Programming a target with the hairy.geek.nz AVR programmer is no different to using any other ISPmkII clone, however to save space the connector is expected to be used with a “squid” cable or single pin connectors.
In all connections, “GND” should be connected to the target’s ground, and “VCC” to the target’s VCC. The target must be powered up, and supply current to the VCC pin.
ISP Mode (SPI)
ISP Mode is used on mostly MEGA series microcontrollers. In ISP mode, the target AVR is programmed using its SPI port and !RESET line. The pin-out for this mode of the programmer is as follows:
TPI Mode is mostly used on the AT Tiny series of low pin-count microcontrollers, and uses two pins repurposed in programming mode for bi-directional data and clocking, along with the !RESET pin. The pin-out for this mode of the programmer is:
PDI Mode is used by the XMEGA series of microcontrollers, and provides both programming and debug support. Only programming is supported by this board. PDI Mode uses a single dedicated bi-directional data pin, with !RESET doubling as both clock and how the chip is forced into programming mode. The pin-out for this mode of the programmer is:
A common problem with programming Tiny and MEGA chips is the need to set fuses to specify an external clock, and if this clock fails you have no way to program the chip to use its internal clock instead. To assist with recovering chips in this state, the programmer provides a 4MHz rescue clock on one of the pins:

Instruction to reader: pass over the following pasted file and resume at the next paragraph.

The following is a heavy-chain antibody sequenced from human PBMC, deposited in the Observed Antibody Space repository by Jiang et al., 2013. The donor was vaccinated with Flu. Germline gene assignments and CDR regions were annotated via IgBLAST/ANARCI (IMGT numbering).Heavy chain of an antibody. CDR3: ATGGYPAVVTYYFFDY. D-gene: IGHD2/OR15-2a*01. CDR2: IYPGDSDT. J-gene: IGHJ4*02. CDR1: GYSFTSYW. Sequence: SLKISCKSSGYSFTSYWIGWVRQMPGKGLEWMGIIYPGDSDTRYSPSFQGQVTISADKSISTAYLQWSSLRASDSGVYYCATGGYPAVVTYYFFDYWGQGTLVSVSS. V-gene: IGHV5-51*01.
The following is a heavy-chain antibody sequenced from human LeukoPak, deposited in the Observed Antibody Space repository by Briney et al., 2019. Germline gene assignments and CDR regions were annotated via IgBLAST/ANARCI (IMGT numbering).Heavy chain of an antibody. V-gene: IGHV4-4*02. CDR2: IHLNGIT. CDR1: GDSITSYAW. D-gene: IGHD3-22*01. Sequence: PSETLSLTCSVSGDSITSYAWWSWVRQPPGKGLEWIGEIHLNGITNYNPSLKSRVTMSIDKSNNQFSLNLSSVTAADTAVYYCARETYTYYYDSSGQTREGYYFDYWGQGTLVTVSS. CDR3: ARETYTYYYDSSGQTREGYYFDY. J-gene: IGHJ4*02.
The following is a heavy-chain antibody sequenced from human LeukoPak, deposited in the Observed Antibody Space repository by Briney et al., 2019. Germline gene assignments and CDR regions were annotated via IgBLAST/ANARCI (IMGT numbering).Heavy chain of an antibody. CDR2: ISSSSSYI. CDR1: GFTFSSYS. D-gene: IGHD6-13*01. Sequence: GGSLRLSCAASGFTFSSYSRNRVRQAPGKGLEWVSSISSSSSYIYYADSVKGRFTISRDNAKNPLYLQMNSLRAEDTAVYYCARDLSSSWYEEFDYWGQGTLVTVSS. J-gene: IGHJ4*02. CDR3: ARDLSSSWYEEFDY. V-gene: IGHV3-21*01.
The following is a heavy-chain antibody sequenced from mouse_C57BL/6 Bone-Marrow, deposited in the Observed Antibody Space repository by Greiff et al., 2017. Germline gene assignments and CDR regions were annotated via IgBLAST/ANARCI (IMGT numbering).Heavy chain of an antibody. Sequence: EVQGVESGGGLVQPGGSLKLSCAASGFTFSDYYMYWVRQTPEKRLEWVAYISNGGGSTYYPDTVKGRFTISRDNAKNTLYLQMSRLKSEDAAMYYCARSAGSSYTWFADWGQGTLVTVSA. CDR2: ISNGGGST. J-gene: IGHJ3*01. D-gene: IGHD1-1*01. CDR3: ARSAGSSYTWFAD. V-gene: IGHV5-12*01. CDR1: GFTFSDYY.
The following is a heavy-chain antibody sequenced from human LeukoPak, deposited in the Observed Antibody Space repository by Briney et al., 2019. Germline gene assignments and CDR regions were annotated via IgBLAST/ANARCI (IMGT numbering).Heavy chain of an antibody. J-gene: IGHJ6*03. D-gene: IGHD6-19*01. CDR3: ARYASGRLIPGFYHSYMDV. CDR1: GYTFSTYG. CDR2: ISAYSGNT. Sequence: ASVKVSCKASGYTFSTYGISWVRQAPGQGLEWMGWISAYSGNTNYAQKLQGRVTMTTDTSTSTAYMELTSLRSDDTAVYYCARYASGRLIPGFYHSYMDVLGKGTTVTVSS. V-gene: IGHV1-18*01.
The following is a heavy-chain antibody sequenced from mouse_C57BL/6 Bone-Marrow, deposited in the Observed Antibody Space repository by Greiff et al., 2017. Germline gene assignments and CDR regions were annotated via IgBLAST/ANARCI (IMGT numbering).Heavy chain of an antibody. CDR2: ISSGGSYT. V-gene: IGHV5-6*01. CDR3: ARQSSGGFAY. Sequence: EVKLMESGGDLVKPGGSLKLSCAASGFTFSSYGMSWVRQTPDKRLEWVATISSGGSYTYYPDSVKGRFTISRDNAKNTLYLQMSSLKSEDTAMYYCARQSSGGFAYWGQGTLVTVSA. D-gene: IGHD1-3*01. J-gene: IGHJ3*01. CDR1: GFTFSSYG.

Updating the firmware
Updating the programmer’s firmware can be done without requiring any special hardware.
- Disconnect the programmer from the USB port
- Hold down the button while reconnecting the programmer to the USB port
- Board is now in DFU programming mode, and will accept a new firmware upload
- Once flashing is complete, disconnect the USB port, and reconnect it without holding down the button.
Replacing the bootloader
Should the bootloader on the programmer need to be replaced, you will need an external AVR ISP programmer in SPI mode.
Solder a jumper to JP1 and close it. This will provide power from the programmer side of the board to the target side. Do not leave this jumper closed for normal operation, only connect for bootloader updates.
Now use the following connections on the target connector. These are from the perspective of another programmer – that is these are the board-as-target:
Ensure JP1 is open at all other times, otherwise you may damage target boards or this programmer.